It’s no surprise that wine writers and journalists almost unanimously sing the Wine Society‘s praises. After all, here is a retailer which does not have profit as its primary motive, is entirely owned by its members and exists purely “to make available to members the highest possible quality of wines and services at the best possible prices.” But just how widespread is support amongst the critics, and is the wine press in danger of losing its objectivity?
From Jancis Robinson, this April: “The UK-based Wine Society continued its biannual tradition of showing off the great value it offers its members”.
From Jamie Goode’s site over the past few months: “Two cracking Marlborough Sauvignons”, “the remarkable tenerife wines of suertes del marques” or “A lovely Kalecic Karasi from Turkey” – all wines from the society’s list but not all exclusive to it, something not made clear on the site.
Here’s Oz Clarke in Jan 2012: “The quality of their Sherries alone would be an excellent reason to join the Wine Society.” (Quoted on the WS site itself).
Victoria Moore in 2010: “The Wine Society strikes it rich. Again. – Membership of the Wine Society may cost £40, but for the wines it has on offer that’s something of a bargain” – although an earlier piece from 2008 expressed slight unease: “its mutual status means it trumps other people’s prices so often I find it embarrassing. Embarrassing, because I hate to recommend a wine as being good value at £12 only to have the society’s Ewan Murray email me to point out they have it at £10.50”
Tim Atkin’s site also regularly features wines from the society in the tasting notes section: http://www.timatkin.com/reviews?&d=The%20Wine%20Society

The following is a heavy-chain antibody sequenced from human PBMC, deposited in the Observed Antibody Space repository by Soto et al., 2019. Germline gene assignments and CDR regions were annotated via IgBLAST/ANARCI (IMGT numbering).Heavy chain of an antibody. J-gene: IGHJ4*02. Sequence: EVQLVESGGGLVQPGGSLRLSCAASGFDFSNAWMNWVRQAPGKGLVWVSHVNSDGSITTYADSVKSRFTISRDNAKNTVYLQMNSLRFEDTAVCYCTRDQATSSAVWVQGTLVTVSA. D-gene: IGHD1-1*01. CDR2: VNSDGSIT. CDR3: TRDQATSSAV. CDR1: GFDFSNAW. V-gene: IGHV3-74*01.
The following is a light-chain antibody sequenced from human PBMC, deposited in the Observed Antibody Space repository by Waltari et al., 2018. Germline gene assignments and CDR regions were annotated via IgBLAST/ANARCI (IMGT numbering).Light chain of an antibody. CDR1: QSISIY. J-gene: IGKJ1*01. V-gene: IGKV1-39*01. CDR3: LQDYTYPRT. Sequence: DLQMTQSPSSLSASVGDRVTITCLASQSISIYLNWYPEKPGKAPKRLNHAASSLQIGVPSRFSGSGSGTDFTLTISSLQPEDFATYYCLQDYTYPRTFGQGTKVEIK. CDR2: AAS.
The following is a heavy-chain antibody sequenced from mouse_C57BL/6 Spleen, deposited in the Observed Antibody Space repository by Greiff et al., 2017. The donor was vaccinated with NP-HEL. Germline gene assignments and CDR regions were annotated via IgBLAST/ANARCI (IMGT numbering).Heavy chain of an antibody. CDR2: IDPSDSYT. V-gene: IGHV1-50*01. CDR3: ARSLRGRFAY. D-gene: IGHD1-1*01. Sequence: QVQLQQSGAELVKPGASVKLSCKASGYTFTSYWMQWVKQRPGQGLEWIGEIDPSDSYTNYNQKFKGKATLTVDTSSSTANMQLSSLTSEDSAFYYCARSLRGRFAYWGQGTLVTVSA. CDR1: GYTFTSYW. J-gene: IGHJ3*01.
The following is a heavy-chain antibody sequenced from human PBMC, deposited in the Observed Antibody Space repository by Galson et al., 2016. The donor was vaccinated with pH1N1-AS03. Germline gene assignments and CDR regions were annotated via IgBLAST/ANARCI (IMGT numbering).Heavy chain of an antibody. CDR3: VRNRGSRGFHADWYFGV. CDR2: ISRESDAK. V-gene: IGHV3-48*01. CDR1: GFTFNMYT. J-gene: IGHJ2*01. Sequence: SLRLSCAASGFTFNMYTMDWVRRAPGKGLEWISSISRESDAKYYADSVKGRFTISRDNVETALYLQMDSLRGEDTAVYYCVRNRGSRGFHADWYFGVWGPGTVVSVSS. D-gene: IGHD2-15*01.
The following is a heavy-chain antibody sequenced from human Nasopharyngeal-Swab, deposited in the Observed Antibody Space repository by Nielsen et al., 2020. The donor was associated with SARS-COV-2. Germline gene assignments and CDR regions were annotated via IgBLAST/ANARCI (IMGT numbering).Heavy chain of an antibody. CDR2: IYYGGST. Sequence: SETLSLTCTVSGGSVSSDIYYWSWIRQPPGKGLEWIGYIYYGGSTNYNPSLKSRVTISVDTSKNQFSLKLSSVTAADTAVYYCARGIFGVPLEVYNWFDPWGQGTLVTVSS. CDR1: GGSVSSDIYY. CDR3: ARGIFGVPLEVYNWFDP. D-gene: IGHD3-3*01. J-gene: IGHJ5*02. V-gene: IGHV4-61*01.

Then there are the awards – the soc regularly scoops up a clutch of prizes from prestigious bodies like the International Wine Challenge or the Decanter World Wine Awards. So far, so very good. Why not reward excellence where reward is due? But not everyone is won over so easily. David Simpson, owner of Market Row Wines in Brixton, posed a question on twitter recently – wasn’t there a conflict of interest with so many wine critics and writers being members of said organsiation, and continually bigging it up and only quoting its prices?
Reactions ranged from the defensive to the bemused. I was in the latter camp, but a few days later, after I’d talked it through with Dave and another independent wine merchant, I was beginning to see that this wasn’t straightforward.
The Wine Society can be pretty aggressive on pricing when it wants to – and this is invariably at the lower end of its lines. That’s not a problem when the wines are own labels, or exclusives like Christian Moueix’s budget Bordeaux (£8.95, and very drinkable with it). But more recently, eclectic small-production wines more commonly found on boutique retailers shelves seem to be creeping into the Wine Soc list.
Take 7 Fuentes, a fantastically obscure red from Tenerife, made from the indigenous Listan Negro, and selling well at between £13.50 – £15 incl. VAT. Or now a mere £10.95 if you buy from the Wine Soc. A huge difference, maybe attributable to their buying power, or is this being priced to shift?